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Vocal EQ – Is there more to it than just EQ?

There's nothing in the track that's more important than the vocal. So it deserves the ultimate in EQ. But is there more to EQing the vocal than EQ itself?

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A question from a Audio Masterclass visitor...

I would like to learn about voice equalization. That would be something.  I have never found hardly a word about it in the last 30 years!

Once again, the simplest questions can throw up the most interesting points to consider.

There could not possibly be any more important aspect of EQ than EQing the vocal. Well perhaps the overall mastering EQ, but let's stick to vocals for today.

There are three reasons to EQ the vocal...

  • The original recording has a poor EQ balance
  • To improve the vocal
  • To allow the vocal to 'sit' properly in the mix

Of course, if you made the original vocal recording yourself, the first point wouldn't be an issue, hopefully. But professionals don't always get to choose what they work with, so correction may be necessary.

Of these three points I would like to consider most of all improving the vocal. And there is something incredibly important about vocal EQ that should be considered before anything else...

It isn't all about the EQ.

In fact there are several factors that should be considered before even touching an EQ control.

Firstly, the voice itself. Half a dozen lessons from a good singing coach can work wonders.

Often the main problem with the vocal is that it is intrinsically thin. Yes you can fatten it up a little with EQ, but there's nothing like fattening it up at source.

When you have a really good singer, you can put them in front of almost any mic and they will sound great. The engineer hardly has to do anything.

And if you don't know whether you have ever worked with a really good singer, you haven't! When you meet someone who can really sing, they will blow you away.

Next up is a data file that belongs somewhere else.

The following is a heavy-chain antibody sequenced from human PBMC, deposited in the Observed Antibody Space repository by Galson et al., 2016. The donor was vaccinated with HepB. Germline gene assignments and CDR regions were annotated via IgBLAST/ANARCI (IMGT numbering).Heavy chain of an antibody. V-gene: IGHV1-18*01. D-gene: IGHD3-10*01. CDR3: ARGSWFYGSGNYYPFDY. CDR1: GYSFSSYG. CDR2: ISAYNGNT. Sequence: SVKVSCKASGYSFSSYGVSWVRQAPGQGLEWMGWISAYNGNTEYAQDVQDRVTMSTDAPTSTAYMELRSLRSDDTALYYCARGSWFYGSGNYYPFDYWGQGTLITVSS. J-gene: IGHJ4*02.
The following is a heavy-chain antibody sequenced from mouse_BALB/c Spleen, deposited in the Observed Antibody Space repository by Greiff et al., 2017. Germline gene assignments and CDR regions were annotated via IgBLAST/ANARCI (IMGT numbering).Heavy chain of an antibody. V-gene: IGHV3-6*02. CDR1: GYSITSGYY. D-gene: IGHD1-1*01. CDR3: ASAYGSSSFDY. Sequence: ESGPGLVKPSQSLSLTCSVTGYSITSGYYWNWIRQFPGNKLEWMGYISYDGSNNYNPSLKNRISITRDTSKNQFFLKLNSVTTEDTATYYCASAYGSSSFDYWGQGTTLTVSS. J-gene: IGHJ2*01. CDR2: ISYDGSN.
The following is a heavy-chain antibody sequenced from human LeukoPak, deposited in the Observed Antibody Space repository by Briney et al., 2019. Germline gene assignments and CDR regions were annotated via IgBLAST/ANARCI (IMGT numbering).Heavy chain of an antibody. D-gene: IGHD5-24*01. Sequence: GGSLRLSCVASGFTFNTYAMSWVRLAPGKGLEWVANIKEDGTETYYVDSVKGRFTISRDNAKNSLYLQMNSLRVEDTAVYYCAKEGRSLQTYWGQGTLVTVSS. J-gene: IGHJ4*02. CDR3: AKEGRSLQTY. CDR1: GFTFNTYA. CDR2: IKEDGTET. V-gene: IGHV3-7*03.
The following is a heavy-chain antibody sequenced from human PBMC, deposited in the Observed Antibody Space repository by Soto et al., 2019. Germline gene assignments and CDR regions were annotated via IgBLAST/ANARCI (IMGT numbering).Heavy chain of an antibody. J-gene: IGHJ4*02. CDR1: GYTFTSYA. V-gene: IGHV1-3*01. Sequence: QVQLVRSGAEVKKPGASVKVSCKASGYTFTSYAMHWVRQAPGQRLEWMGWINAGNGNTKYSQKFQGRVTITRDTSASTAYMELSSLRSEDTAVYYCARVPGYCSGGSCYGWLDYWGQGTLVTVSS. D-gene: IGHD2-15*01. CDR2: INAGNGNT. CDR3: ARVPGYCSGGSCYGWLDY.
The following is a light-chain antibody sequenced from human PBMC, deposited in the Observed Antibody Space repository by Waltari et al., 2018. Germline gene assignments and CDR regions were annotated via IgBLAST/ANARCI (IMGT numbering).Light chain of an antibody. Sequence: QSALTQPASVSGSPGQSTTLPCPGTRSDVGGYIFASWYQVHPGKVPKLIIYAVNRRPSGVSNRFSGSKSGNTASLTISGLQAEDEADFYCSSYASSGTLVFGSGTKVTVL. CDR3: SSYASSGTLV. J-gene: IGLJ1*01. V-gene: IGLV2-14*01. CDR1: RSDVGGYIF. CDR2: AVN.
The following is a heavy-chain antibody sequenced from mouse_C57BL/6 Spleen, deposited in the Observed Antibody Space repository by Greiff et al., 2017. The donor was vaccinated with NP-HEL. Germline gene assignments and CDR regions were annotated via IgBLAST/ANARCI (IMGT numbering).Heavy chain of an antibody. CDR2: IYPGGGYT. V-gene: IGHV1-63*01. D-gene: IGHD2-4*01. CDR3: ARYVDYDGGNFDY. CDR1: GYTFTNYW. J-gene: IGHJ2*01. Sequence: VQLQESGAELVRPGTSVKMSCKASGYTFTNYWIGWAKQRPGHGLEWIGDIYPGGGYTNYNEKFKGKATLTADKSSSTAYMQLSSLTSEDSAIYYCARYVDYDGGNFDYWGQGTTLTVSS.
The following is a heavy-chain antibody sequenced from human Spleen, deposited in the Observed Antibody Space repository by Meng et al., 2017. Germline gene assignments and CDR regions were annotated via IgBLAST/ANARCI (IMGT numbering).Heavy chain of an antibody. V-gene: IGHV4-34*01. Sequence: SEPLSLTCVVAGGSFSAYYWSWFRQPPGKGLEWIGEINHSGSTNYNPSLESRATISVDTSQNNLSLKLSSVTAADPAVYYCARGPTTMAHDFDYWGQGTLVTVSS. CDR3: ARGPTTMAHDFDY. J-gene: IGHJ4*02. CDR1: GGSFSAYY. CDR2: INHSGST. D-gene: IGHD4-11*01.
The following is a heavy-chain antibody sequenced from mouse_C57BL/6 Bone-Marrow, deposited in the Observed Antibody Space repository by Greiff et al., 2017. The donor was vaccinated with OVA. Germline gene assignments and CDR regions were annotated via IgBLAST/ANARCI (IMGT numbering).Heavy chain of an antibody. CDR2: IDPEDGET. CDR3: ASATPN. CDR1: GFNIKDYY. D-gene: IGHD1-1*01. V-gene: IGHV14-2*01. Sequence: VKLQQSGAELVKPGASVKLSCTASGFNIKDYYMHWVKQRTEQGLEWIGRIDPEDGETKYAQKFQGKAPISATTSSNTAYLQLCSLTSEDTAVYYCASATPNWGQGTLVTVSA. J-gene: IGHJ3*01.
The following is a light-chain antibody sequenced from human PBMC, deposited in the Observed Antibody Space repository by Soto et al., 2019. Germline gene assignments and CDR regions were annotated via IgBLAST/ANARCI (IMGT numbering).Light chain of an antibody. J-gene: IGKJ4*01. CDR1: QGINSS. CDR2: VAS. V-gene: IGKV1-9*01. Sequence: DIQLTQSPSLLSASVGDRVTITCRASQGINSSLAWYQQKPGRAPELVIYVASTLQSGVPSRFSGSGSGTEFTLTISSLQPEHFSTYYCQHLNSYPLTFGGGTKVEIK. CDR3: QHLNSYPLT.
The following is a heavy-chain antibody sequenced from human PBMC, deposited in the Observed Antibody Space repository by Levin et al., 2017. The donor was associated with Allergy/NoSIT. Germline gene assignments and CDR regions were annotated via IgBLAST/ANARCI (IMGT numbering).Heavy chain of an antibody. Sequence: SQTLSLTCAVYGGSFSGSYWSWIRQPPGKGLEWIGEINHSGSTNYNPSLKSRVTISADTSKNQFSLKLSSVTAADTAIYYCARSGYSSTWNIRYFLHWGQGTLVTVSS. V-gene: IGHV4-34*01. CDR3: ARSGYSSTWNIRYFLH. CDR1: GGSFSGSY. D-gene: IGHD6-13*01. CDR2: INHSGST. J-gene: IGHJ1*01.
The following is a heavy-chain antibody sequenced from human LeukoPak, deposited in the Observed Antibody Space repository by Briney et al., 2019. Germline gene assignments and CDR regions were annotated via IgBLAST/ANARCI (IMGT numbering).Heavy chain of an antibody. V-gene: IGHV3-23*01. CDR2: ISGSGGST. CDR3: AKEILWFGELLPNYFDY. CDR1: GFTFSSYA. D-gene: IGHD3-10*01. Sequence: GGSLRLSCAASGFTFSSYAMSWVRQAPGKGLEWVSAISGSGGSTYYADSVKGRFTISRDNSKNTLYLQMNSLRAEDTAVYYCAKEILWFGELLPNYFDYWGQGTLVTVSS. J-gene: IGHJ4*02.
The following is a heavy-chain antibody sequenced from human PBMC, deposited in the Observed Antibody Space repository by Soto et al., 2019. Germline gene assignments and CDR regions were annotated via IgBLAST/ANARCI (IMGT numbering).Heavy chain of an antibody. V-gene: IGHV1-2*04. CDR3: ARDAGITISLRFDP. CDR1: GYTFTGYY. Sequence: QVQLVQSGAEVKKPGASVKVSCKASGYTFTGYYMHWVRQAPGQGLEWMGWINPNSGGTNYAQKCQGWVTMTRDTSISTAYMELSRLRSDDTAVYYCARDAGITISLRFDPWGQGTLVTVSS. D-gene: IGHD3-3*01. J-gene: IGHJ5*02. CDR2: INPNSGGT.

The other important elements of the vocal sound are the mic, the preamp (if you choose a 'character' preamp, rather than an accurate one) and the compressor (variable-mu for thickness).

With each of these choices you make, you have the opportunity to strengthen and thicken the vocal. Like putting more corn flour in the gravy.

So why should the vocal be strong and thick?

One good answer is to make it more controllable through EQ. At last we get back to the point of the question.

You see, if you try to EQ a thin, weak vocal to try and improve it, then you don't really have very much to work on. EQ can do a lot, but it can't do magic. In particular, it can't do anything with frequencies that simply aren't there.

A strong, thick vocal sound is altogether richer in harmonics and there is simply more for the equalizer to get a grip on. You can't EQ thin air, but you can EQ rich, strong harmonics to perfection.

So the essence of vocal EQ is really not in the EQ itself, either the unit or the techniques, it is in the preparation.

When you have a well-prepared vocal to work with, EQing it is a joy. When the vocal is thin and weak, EQ is a struggle.

Of course there are a whole range of equalizers and EQ techniques you can use, but where vocals are concerned there is nothing that will get you so far along the way as good preparation.

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By David Mellor Thursday November 30, 2006
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